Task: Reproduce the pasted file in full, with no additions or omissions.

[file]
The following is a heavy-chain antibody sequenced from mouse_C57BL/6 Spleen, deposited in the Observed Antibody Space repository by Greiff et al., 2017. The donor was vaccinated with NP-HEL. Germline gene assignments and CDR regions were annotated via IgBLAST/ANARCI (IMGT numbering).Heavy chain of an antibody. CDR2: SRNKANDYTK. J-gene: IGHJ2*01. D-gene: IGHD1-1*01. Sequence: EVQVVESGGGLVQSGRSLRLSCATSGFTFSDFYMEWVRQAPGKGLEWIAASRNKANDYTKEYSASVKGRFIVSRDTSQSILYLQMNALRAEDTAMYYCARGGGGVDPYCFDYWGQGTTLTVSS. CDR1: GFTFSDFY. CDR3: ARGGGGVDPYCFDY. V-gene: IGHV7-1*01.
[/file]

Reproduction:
The following is a heavy-chain antibody sequenced from mouse_C57BL/6 Spleen, deposited in the Observed Antibody Space repository by Greiff et al., 2017. The donor was vaccinated with NP-HEL. Germline gene assignments and CDR regions were annotated via IgBLAST/ANARCI (IMGT numbering).Heavy chain of an antibody. CDR2: SRNKANDYTK. J-gene: IGHJ2*01. D-gene: IGHD1-1*01. Sequence: EVQVVESGGGLVQSGRSLRLSCATSGFTFSDFYMEWVRQAPGKGLEWIAASRNKANDYTKEYSASVKGRFIVSRDTSQSILYLQMNALRAEDTAMYYCARGGGGVDPYCFDYWGQGTTLTVSS. CDR1: GFTFSDFY. CDR3: ARGGGGVDPYCFDY. V-gene: IGHV7-1*01.